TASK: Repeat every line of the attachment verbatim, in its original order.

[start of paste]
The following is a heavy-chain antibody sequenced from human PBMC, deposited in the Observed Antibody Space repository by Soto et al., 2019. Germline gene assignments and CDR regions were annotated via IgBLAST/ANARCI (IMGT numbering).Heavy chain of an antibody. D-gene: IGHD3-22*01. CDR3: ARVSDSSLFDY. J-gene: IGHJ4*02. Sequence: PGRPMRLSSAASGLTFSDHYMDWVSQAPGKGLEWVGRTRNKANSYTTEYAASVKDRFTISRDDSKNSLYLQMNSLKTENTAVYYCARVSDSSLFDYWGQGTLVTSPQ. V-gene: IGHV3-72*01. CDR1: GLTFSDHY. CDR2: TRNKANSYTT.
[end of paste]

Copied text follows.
The following is a heavy-chain antibody sequenced from human PBMC, deposited in the Observed Antibody Space repository by Soto et al., 2019. Germline gene assignments and CDR regions were annotated via IgBLAST/ANARCI (IMGT numbering).Heavy chain of an antibody. D-gene: IGHD3-22*01. CDR3: ARVSDSSLFDY. J-gene: IGHJ4*02. Sequence: PGRPMRLSSAASGLTFSDHYMDWVSQAPGKGLEWVGRTRNKANSYTTEYAASVKDRFTISRDDSKNSLYLQMNSLKTENTAVYYCARVSDSSLFDYWGQGTLVTSPQ. V-gene: IGHV3-72*01. CDR1: GLTFSDHY. CDR2: TRNKANSYTT.